But then, it's also a trademark. I don't know swiss law, but trademarks are usually allowed to be renewed forever... If that's the case with this clock, then nobody will be able to ever make a clock that looks like this one without paying the Swiss Railway.

Comment Re:Can already have all that (Score 1) 648

The problem is in your first statement: "with no bus service". If you had a bus service, then you wouldn't be wondering about public transit.

When "public transit" means fast trains for interurban and noiseless tramways for urban, with a joined fare so that you pay for the time you travel and not for the amount of different vehicles you use, you could perfectly take the tram to the train station, take the train and then again the tram to your parents house.

This works like a charm in Switzerland (and other european countries, but my best experience was in .ch). Tram times are synchronized with train times, so that you don't have to spend more than one or two minutes in the change of vehicle. You travel comfortably and fast from one or two blocks away or your house to one or two blocks away of your destination.

Many places currently do not have good public transportation, and people cannot even think of moving around without a car. It doesn't mean that good public transportation is impossible and that living without a car is always a show of being "poor".

Comment Re:When I was in High School... (Score 1) 1054

Argentina? I'm failing to see the parallel.

There are some very dark times in Argentina's sort-of-recent history, when people against the government were illegally detained and made to disappear. However, that stopped with the return of democracy, almost 30 years ago.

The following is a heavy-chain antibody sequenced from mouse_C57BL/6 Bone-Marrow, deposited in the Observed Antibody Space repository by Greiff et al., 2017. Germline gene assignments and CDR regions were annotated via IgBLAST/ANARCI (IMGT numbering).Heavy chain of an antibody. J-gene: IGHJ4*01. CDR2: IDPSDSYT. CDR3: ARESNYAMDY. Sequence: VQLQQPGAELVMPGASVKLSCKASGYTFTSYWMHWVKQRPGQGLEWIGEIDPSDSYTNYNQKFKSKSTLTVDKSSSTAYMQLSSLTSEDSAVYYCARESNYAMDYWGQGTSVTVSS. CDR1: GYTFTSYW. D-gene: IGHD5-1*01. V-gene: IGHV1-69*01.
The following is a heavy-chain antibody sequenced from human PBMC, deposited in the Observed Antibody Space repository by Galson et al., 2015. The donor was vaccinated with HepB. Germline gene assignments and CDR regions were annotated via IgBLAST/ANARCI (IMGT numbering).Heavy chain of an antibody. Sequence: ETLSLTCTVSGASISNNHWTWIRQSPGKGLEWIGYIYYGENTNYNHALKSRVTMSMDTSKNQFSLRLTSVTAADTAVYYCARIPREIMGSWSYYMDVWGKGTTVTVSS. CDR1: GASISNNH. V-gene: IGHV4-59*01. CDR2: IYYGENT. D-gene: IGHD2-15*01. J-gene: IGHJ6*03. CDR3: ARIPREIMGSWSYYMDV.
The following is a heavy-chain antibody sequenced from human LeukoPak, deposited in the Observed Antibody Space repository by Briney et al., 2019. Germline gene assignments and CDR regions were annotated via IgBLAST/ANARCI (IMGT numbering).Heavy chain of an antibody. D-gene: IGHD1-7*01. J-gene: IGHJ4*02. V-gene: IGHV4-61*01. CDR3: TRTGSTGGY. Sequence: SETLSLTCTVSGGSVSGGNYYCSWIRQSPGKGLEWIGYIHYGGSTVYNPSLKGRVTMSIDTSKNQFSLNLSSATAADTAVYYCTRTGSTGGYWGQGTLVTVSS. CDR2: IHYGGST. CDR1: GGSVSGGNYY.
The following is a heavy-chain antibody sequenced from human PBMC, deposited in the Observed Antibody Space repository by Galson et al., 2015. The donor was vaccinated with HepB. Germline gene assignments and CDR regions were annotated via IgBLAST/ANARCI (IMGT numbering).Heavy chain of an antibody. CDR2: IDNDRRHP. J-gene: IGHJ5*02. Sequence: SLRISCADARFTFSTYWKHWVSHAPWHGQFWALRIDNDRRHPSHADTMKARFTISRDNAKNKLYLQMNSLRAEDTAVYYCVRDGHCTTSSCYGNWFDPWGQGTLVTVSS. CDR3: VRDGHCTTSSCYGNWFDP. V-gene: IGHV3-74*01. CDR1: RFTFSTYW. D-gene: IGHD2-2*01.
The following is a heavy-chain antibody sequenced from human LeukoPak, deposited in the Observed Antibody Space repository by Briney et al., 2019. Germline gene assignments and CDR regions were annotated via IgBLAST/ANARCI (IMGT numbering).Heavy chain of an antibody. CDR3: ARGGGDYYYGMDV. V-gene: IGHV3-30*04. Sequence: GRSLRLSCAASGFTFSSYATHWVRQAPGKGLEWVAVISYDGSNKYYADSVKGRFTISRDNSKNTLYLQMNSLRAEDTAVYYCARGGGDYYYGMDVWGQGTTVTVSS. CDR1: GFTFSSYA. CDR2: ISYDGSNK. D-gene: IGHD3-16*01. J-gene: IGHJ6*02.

10 years ago, there was an incident of protests and violence, when the president then was forced to resign. However that was an isolated event, and probably not what you are aiming at.

The current state of affairs regarding people thinking differently in the US has nothing to do with Argentina. Protestors here are not attacked by the police, their rights to protests are many and are respected. Any kind of repression like the one suffered by the Occupy movement would trigger governors/mayors resignations... Even maybe the president.

Comment Re:Fake (Score 1) 720

I tried to find .gov sites with this flyer without success. However I DID find .gov or other sites with similar flyers, but for different cases:

On, for hotels and motels (does not say FBI):

Florida Self Storage Association, for cargo holders (says FBI, low quality scan)

The "Columbus, Ohio Police" site (not .gov, I don't know if it's legit or not) has quite a number of these flyers, although the Internet Cafe ones are not included:

This page (supposedly the sheriff's office page for Osceola County, Florida) seems to have a compendium of all of them, in plain text:

If it's someone trolling, they really did put A LOT of energy into making this look legit.

Comment Re:My other thought (Score 1) 720

> I had a public school education, yet i know how this ends.

How? In a civil war/uprising like happened in Egypt? In a yet more oppressing tyranny like North Korea?

The whole wide word is going at a very fast speed towards giving more and more control to the governments. Some countries are further into it than others, but the whole world is going in that direction.

I'm afraid that the most likely outcome is a 1984-like world :-\

Going the speed of light is bad for your age.